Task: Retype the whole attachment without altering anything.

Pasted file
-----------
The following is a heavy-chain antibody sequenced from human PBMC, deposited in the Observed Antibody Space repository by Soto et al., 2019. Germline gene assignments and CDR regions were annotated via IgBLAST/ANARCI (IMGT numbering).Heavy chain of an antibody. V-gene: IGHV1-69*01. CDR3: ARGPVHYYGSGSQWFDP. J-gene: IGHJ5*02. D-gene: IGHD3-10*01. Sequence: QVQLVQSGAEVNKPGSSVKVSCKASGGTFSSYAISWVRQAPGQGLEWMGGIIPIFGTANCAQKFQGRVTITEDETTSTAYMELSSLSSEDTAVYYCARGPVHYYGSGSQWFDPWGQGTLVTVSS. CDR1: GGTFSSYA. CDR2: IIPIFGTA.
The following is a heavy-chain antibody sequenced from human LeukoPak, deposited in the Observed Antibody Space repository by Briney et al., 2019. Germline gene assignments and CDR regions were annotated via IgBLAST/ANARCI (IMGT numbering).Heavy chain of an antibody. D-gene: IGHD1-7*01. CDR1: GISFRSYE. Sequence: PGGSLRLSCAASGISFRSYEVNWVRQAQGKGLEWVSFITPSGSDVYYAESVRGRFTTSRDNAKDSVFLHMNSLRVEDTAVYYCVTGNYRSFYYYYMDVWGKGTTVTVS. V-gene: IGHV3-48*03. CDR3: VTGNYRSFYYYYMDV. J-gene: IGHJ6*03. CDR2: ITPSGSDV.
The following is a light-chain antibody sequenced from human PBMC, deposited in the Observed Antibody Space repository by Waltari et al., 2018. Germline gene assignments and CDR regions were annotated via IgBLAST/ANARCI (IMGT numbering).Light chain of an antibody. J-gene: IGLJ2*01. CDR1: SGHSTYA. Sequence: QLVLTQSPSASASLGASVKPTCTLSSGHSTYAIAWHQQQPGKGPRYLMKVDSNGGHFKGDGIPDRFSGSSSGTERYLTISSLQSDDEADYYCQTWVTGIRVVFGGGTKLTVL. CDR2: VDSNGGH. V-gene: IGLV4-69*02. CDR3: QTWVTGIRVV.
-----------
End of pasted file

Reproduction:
The following is a heavy-chain antibody sequenced from human PBMC, deposited in the Observed Antibody Space repository by Soto et al., 2019. Germline gene assignments and CDR regions were annotated via IgBLAST/ANARCI (IMGT numbering).Heavy chain of an antibody. V-gene: IGHV1-69*01. CDR3: ARGPVHYYGSGSQWFDP. J-gene: IGHJ5*02. D-gene: IGHD3-10*01. Sequence: QVQLVQSGAEVNKPGSSVKVSCKASGGTFSSYAISWVRQAPGQGLEWMGGIIPIFGTANCAQKFQGRVTITEDETTSTAYMELSSLSSEDTAVYYCARGPVHYYGSGSQWFDPWGQGTLVTVSS. CDR1: GGTFSSYA. CDR2: IIPIFGTA.
The following is a heavy-chain antibody sequenced from human LeukoPak, deposited in the Observed Antibody Space repository by Briney et al., 2019. Germline gene assignments and CDR regions were annotated via IgBLAST/ANARCI (IMGT numbering).Heavy chain of an antibody. D-gene: IGHD1-7*01. CDR1: GISFRSYE. Sequence: PGGSLRLSCAASGISFRSYEVNWVRQAQGKGLEWVSFITPSGSDVYYAESVRGRFTTSRDNAKDSVFLHMNSLRVEDTAVYYCVTGNYRSFYYYYMDVWGKGTTVTVS. V-gene: IGHV3-48*03. CDR3: VTGNYRSFYYYYMDV. J-gene: IGHJ6*03. CDR2: ITPSGSDV.
The following is a light-chain antibody sequenced from human PBMC, deposited in the Observed Antibody Space repository by Waltari et al., 2018. Germline gene assignments and CDR regions were annotated via IgBLAST/ANARCI (IMGT numbering).Light chain of an antibody. J-gene: IGLJ2*01. CDR1: SGHSTYA. Sequence: QLVLTQSPSASASLGASVKPTCTLSSGHSTYAIAWHQQQPGKGPRYLMKVDSNGGHFKGDGIPDRFSGSSSGTERYLTISSLQSDDEADYYCQTWVTGIRVVFGGGTKLTVL. CDR2: VDSNGGH. V-gene: IGLV4-69*02. CDR3: QTWVTGIRVV.